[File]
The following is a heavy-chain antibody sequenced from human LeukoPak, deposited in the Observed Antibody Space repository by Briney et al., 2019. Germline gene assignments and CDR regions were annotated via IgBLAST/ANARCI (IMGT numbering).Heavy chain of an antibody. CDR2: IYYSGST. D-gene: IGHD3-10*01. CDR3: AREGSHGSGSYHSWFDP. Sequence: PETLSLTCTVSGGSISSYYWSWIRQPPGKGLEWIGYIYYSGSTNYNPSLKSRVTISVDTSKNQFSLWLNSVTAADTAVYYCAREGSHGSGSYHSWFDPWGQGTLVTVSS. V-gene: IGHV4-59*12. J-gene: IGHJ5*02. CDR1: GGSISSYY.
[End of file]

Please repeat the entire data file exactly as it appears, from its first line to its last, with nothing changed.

The following is a heavy-chain antibody sequenced from human LeukoPak, deposited in the Observed Antibody Space repository by Briney et al., 2019. Germline gene assignments and CDR regions were annotated via IgBLAST/ANARCI (IMGT numbering).Heavy chain of an antibody. CDR2: IYYSGST. D-gene: IGHD3-10*01. CDR3: AREGSHGSGSYHSWFDP. Sequence: PETLSLTCTVSGGSISSYYWSWIRQPPGKGLEWIGYIYYSGSTNYNPSLKSRVTISVDTSKNQFSLWLNSVTAADTAVYYCAREGSHGSGSYHSWFDPWGQGTLVTVSS. V-gene: IGHV4-59*12. J-gene: IGHJ5*02. CDR1: GGSISSYY.